Labour leader Jeremy Corbyn visited Middlesbrough yesterday evening after attending the funeral of Lord Foster of Bishop Auckland. With the sun setting behind the Bottle of Notes and seagulls circling above a building site next to the Town Hall, Chris Lloyd asked him a couple of questions…

How do you remember Derek Foster?

He was the chief whip when I was a Labour backbencher and being the sort of difficult backbencher that I was I probably had more meetings with him than anybody, but I liked him because he was respectful, thoughtful and principled, a deeply committed Christian in his approach to life and his dealings with people. He was absolutely committed to two things: his community and above all things young people and employment, and when he became chairman of the education select committee he was very effective in standing up for good quality apprenticeships and real opportunities for young people. He was a very decent man and I’m sorry he’s gone.

A Conservative mayor has nationalised an ailing airport – isn’t that a triumph for Labour’s policies?

I hope the money is spent wisely and the arrangements for the running of the airport are transparent and open and it does become a contributor to the local economy because at the moment it is not especially busy. Let’s see how it goes.

We are committed to bringing the Royal Mail, the water industry and train operating companies into public ownership. Andy Macdonald (the Middlesbrough MP and shadow transport secretary) is involved in all of that and in developing a much more rational transport policy which involves the integration of buses and train and much better rural bus services.

Cleveland Police is again in the headlines for the wrong reasons: how do you feel the Labour hierarchy has controlled the force?

Barry Coppinger (the Police and Crime Commissioner) set up a system of transparency and accountability. As soon as he realised there were problems with the chief constable, he called for his resignation and that happened, he has gone, and there will be a proven process and a great of diligence around that, but the real problem for the police force in Cleveland is the loss of 500 officers because of underfunding by a Conservative government.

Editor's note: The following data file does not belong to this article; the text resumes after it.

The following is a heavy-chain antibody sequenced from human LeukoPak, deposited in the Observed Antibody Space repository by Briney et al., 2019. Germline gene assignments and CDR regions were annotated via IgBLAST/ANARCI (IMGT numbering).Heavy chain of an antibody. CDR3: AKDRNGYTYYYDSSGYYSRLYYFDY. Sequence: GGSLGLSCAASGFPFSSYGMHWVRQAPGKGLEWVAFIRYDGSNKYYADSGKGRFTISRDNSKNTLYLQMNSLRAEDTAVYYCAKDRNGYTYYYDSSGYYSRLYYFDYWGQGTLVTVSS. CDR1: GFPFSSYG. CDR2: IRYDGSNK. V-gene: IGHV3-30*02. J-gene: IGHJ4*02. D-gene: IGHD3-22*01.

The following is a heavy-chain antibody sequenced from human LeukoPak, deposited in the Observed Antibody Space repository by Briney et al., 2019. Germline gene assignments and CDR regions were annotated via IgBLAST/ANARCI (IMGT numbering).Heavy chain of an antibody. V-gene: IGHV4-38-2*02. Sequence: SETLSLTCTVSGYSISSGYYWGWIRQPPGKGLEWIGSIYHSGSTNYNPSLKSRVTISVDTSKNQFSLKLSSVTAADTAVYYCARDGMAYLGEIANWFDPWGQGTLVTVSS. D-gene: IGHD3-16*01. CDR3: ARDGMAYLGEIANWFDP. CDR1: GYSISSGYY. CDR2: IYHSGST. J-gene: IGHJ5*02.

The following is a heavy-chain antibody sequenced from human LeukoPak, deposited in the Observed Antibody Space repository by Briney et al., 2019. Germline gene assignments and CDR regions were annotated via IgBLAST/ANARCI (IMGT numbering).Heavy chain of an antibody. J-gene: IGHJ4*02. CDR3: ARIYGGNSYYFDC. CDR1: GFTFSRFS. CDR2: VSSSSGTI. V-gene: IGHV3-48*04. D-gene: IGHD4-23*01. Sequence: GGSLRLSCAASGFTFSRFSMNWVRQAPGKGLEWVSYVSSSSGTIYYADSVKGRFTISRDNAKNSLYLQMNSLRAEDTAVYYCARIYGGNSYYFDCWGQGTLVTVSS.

As we approach Tuesday's vote on Theresa May’s which will define the nation’s future, what is the purpose of the amendment you have tabled?

The referendum gave us a decision and we said in our manifesto that we would respect that decision. Labour has put forward an alternative view (of our future relationship with the EU) which is of a customs union, market access and protection of consumer, environmental and workers’ rights, and I have included exactly what was concluded at last year’s party conference: to give the option of a public vote on any deal that is reached.

We have to recognise the result of the referendum but we do have half of our trade with Europe so we have to protect that and our priority is to ensure that the Government takes no-deal off the table otherwise jobs will be lost in manufacturing and associated industries cross the North-East – this is the only region which is a net exporter across the whole of the UK so manufacturing is very, very important to its future.

What question would that public vote ask?

The question would depend on the final deal and we are some way off that. It is the option for Parliament to take the second vote up, that’s why we’ve included it in the amendment – but the priority is to get no deal off the table.

Yvette Cooper has tabled an amendment to extend Article 50 and delay Brexit. Do you support that?

I had a very good meeting with Yvette and went through her proposals, which are essentially to force the Government to come back with a specific proposal within a set space of time, and if it doesn’t we would consider extending Article 50. We haven’t finally decided how we are going to vote on her amendment. I understand where she is coming from, she’s trying to ensure we protect our economic infrastructure and jobs.

This Government could have taken the vote on December 11. They have wasted a month and then lost to the greatest defeat any government has ever suffered. In any other country, the government would be out of office. In the past in this country without the Fixed Term Parliament Act, this government would have been out of office.

In the Tees Valley, traditional Labour heartlands voted 68 per cent to leave, yet the only voices making an unequivocal case for leaving here are Conservative. You are visiting Middlesbrough to promote the Labour candidate in May’s local mayoral election, but why should leavers vote for your party when its local MPs seem ambivalent about leaving?

End austerity, invest in infrastructure, invest in jobs, invest in housing, invest in people, give people hope and have a relationship with Europe that protects jobs, gives us the trade, and protects rights – that’s the Labour offer: a more open, more democratic and fairer society.

However you voted in the referendum of 2016, you still need an economy which invests for the future, you still need an end to the fee levels at university, you need to invest in apprenticeships, in housing. However you voted in 2016, Labour has something for you.